The thing I love most about diving is that moment after you have entered the water, when you first poke your head under the waves and get that glimpse of what lies below. Often other divers are fiddling with regulators, spitting in masks and fussing with fins to appreciate that quick time. That first look never fails to cause a tingle of excitement to run down my spine.
It was during one of these moments that I decided that the ocean seriously needs our help. The seafloor that was spread out before me was littered with rubbish, the coral was grey and lifeless and the fish few and far between. By this time I was a student at the University of Queensland where I studied Geography. I started narrowing down all my subjects towards marine conservation and the more I learnt about the plethora of issues challenging the health of our oceans, the more hopeless and despairing I became. I was officially a doomster.
In the process of finishing up my degree, I joined the leagues of confused, pessimistic university students thrust into the world. Uni had given me all the facts and figures but had failed to give me the other side, the ray of light, the quick fix solution! Or maybe I had just slept through that class…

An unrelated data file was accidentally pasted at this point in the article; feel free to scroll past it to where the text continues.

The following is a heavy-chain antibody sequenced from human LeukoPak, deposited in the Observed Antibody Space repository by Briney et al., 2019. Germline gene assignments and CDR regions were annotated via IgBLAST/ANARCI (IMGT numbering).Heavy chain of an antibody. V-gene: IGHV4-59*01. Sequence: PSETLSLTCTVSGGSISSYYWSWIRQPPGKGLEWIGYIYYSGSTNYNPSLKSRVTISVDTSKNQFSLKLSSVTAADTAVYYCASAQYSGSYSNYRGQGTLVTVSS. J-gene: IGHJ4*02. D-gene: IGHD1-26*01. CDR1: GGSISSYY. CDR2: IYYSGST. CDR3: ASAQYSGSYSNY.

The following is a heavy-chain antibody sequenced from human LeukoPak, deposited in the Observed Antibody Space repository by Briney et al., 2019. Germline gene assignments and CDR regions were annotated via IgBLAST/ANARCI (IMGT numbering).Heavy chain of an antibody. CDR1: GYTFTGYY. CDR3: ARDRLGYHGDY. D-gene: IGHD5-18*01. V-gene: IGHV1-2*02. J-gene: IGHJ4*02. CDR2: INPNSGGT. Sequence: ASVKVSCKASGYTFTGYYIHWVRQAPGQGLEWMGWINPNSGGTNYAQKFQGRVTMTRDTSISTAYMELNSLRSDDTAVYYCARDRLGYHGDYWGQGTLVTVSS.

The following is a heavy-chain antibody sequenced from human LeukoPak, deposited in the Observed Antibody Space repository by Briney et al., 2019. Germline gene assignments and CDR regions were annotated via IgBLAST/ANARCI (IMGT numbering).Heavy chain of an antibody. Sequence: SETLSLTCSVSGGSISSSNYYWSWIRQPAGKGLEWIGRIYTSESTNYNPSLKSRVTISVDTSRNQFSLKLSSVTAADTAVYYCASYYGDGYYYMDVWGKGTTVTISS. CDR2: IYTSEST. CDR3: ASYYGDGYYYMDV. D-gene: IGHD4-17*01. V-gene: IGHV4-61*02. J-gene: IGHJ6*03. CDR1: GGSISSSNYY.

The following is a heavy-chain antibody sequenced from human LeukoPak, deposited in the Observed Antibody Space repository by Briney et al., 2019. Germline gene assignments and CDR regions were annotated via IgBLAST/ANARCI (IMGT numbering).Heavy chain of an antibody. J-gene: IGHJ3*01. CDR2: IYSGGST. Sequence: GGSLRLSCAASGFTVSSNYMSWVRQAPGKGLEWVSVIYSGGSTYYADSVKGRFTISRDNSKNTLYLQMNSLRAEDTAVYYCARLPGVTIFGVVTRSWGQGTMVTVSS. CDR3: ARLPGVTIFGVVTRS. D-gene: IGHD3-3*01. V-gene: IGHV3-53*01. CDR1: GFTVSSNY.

I can’t claim that since then I have lost my negative outlook but I have decided to be a part of the solution. A solution that is going to be long, complicated and exceptionally multidimensional.
Which brings me to present day. I have been accepted as a volunteer science intern at a not-for-profit organization in the South-West of Madagascar for nine-months. ReefDoctor is a small UK based, tropical marine conservation organization, which conducts coral reef research and implements marine resource management principles. ReefDoctor also raises community awareness, conducts an education program and does a multitude of social development work with the local fishing community. The Bay of Ranobe, which is the focus point of the organization, is the 3rd largest coral reef system in the world.
Reefdoctors have a myriad of important objectives and goals but what struck me about the humble organization is their persistence to work alongside and with the local community. The staff and volunteers of Reefdoctor live alongside the Malagasy in simple reed huts with no electricity and no running water and consume a simple diet of rice and beans.
Oh and did I mention that I will get to dive twice a day!
As I am packing and preparing to leave (and stocking up at Adreno!), I am delighted that I will be able to share this adventure and journey with you. My greatest hope is that for generations to come, divers will have that moment where they peek through the waves and see a beautiful, spine-tingling panorama below.